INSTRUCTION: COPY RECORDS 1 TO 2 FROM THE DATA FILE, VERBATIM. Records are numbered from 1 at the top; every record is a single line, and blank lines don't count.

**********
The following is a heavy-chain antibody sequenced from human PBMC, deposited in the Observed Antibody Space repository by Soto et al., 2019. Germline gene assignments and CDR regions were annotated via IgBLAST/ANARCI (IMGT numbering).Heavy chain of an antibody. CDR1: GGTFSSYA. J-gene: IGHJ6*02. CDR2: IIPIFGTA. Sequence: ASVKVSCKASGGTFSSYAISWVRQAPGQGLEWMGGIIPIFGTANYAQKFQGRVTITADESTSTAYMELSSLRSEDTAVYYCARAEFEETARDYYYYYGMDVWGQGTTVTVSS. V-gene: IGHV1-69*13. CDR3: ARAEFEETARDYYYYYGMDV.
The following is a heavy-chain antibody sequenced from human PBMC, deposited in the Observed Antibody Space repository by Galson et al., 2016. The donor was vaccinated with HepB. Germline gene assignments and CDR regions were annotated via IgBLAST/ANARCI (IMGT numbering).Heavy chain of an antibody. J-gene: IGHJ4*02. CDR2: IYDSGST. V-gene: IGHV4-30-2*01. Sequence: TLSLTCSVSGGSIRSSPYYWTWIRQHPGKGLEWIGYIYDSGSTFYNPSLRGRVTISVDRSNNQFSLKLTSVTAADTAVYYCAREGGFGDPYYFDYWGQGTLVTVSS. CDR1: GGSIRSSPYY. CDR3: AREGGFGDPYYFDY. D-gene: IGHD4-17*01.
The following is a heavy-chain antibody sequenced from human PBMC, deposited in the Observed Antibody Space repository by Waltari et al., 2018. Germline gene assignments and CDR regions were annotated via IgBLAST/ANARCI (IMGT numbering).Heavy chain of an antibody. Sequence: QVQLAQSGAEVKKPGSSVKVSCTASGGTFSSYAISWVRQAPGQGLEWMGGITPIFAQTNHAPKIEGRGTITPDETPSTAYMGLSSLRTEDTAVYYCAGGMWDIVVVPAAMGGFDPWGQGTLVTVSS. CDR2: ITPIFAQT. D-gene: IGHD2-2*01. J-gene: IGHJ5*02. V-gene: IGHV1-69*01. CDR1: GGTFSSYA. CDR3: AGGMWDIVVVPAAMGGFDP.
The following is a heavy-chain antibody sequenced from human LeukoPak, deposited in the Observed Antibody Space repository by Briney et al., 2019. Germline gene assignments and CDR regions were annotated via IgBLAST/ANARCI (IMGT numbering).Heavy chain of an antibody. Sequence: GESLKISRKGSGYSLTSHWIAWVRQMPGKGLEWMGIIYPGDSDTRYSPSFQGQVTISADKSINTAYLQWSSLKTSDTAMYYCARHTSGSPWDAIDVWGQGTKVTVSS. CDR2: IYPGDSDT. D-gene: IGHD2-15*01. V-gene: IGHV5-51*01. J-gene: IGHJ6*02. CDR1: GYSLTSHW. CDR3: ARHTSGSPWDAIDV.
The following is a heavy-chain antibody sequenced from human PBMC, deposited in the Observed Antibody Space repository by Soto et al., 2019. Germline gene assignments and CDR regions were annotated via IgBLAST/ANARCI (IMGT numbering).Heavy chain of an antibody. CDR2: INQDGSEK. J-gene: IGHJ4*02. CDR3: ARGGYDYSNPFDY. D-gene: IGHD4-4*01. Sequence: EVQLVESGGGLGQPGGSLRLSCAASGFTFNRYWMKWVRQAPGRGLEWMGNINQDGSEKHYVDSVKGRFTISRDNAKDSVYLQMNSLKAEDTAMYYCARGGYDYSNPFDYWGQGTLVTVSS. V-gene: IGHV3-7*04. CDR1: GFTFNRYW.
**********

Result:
The following is a heavy-chain antibody sequenced from human PBMC, deposited in the Observed Antibody Space repository by Soto et al., 2019. Germline gene assignments and CDR regions were annotated via IgBLAST/ANARCI (IMGT numbering).Heavy chain of an antibody. CDR1: GGTFSSYA. J-gene: IGHJ6*02. CDR2: IIPIFGTA. Sequence: ASVKVSCKASGGTFSSYAISWVRQAPGQGLEWMGGIIPIFGTANYAQKFQGRVTITADESTSTAYMELSSLRSEDTAVYYCARAEFEETARDYYYYYGMDVWGQGTTVTVSS. V-gene: IGHV1-69*13. CDR3: ARAEFEETARDYYYYYGMDV.
The following is a heavy-chain antibody sequenced from human PBMC, deposited in the Observed Antibody Space repository by Galson et al., 2016. The donor was vaccinated with HepB. Germline gene assignments and CDR regions were annotated via IgBLAST/ANARCI (IMGT numbering).Heavy chain of an antibody. J-gene: IGHJ4*02. CDR2: IYDSGST. V-gene: IGHV4-30-2*01. Sequence: TLSLTCSVSGGSIRSSPYYWTWIRQHPGKGLEWIGYIYDSGSTFYNPSLRGRVTISVDRSNNQFSLKLTSVTAADTAVYYCAREGGFGDPYYFDYWGQGTLVTVSS. CDR1: GGSIRSSPYY. CDR3: AREGGFGDPYYFDY. D-gene: IGHD4-17*01.